But I tripled the recipe so I could bake extras for a cookie exchange next week. And because I can never leave well enough alone, I also tweaked it a little. You should know by now that I can never seem to make any recipe as written. Here’s my ingredient list:

2 cups of sweetened flaked coconut
2 cups of slivered almonds
6 sticks of unsalted butter, at room temperature
3/4 cup of powdered sugar
3/4 cup of granulated sugar
1 teaspoon of almond extract
1 teaspoon of vanilla bean paste
6 3/4 cups of all-purpose flour
1/2 teaspoon of kosher salt
1 bag of dark or semisweet chocolate chips for dipping

Pre-heat the oven to 250F. Spread coconut and slivered almonds on a baking sheet and toast in the oven until golden brown. Remove from the oven and allow to cool for 10-15 minutes. In a food processor, pulse the coconut and almonds until finely ground (but not completely pulverized).

Place butter, sugars and extracts into mixer bowl with paddle attachment and beat until creamy. Scrape down the sides of the bowl as needed. Add the coconut and almonds to the butter & sugar mixture and beat on low speed until well combined. Gradually add the flour and salt. Mix until well beaten. (In my case, I had to remove the bowl from the mixer and stir the end of the flour in by hand. Triple the dough was a little too much for my 6 quart stand mixer.) Scrape out of bowl onto waxed paper or the counter top. If needed, knead the dough gently until it forms a cohesive ball. Divide and roll the dough into 1 1/2″ to 2” diameter logs. Wrap each log tightly in plastic wrap & aluminum foil. Refrigerate for at least 1 hour, or freeze for up to 2 months.

To bake, slice cookie dough logs into 1/4″ slices and place them about 1″ apart on a lined cookie sheet. I use silpat mats, but if you don’t have them, use parchment paper instead. Pre-heat your oven to 350F. Bake for 20 minutes, or until the edges start to turn a light brown. Remove from the oven and allow them to cool for 10 minutes on the cookie sheet. Remove to parchment paper or cooling racks and allow the cookies to cool completely.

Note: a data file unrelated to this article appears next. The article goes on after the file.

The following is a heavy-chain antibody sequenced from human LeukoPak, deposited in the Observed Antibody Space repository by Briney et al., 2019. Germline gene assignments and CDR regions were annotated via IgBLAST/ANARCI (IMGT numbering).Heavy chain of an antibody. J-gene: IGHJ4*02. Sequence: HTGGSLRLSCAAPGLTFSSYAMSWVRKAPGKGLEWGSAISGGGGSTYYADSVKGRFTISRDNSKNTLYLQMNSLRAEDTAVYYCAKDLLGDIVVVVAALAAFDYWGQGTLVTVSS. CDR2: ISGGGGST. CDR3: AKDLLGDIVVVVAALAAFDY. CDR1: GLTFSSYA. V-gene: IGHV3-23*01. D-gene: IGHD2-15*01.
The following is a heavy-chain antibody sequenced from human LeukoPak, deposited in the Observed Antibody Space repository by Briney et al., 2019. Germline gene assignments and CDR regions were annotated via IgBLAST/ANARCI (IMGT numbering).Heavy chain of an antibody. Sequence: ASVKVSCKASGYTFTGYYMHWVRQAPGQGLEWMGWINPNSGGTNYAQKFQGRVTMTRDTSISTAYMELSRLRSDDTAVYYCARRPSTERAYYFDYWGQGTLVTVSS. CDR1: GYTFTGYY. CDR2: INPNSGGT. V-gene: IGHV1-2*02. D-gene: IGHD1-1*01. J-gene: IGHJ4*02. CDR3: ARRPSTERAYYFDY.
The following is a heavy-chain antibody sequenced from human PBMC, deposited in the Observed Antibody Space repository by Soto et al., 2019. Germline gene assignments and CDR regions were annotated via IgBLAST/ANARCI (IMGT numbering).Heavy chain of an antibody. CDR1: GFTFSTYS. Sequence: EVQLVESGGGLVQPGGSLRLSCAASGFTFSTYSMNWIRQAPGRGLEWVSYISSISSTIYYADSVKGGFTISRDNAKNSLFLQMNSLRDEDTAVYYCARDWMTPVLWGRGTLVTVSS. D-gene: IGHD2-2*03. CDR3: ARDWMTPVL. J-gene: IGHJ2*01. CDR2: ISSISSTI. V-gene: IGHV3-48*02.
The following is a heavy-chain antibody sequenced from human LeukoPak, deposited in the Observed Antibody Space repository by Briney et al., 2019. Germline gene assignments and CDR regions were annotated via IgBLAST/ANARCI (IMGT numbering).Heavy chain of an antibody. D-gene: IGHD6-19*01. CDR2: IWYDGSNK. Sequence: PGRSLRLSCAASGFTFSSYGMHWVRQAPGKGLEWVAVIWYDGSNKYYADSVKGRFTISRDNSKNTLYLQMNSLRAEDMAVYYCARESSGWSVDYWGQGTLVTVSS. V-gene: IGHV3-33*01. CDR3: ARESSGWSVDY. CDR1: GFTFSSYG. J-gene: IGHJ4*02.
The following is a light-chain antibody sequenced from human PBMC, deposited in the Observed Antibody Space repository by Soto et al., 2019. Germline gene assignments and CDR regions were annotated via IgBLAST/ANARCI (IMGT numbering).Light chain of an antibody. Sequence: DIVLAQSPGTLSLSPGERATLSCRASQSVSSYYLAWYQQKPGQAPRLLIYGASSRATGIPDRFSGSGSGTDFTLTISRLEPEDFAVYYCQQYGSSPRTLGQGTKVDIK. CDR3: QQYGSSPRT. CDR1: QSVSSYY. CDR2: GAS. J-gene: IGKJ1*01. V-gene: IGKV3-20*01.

At this point, you can stack them into airtight containers or layer them in rows into freezer bags. But why stop there? Let’s kick it up another notch by dipping them in dark or semisweet chocolate. Shall we? In a microwave safe bowl, microwave one bag of chocolate chips at full power for 1 minute. Stir and microwave again, in 30-second intervals, until the chips are melted. Whisk thoroughly to remove all lumps, and move to a flat surface for dipping. Spreading out a long strip of parchment or waxed paper, dip one shortbread at a time, covering about 3/4 of the cookie’s surface. Allow the excess to drip off, then scrape the bottom of the cookie off on the edge of the bowl. Place the cookie immediately onto parchment paper and allow to cool. If you’re really clever, put that parchment paper on a baking sheet, and you’ll be able to pop your cookies straight into the fridge or freezer until the chocolate is fully set.

There you have it. Toasted Coconut Shortbread Cookies from the Cookies for Kids Cancer: Best Bake Sale Cookbook with a NanaBread twist, baked in honor of Kirsten & her sister Cheryl, and Gretchen & her son Liam, and for kids everywhere who are facing cancers no child should ever endure.

Now on to the giveaway. Here is what one lucky reader will win:

You know you want to win this spectacular Cookie Week giveaway!

One copy of the Cookies for Kids Cancer: Best Bake Sale Cookbook
One OXO “Good Cookie” Spatula, benefiting pediatric cancer
One holiday print apron, handmade by NanaBread (that’s me!)
One cookie-themed holiday kitchen towel
One set of my favorite Nordicware mini-spatulas
One boxed set of sprinkles for decorating holiday cookies
Two sets (3 each) of colorful metal cookie cutters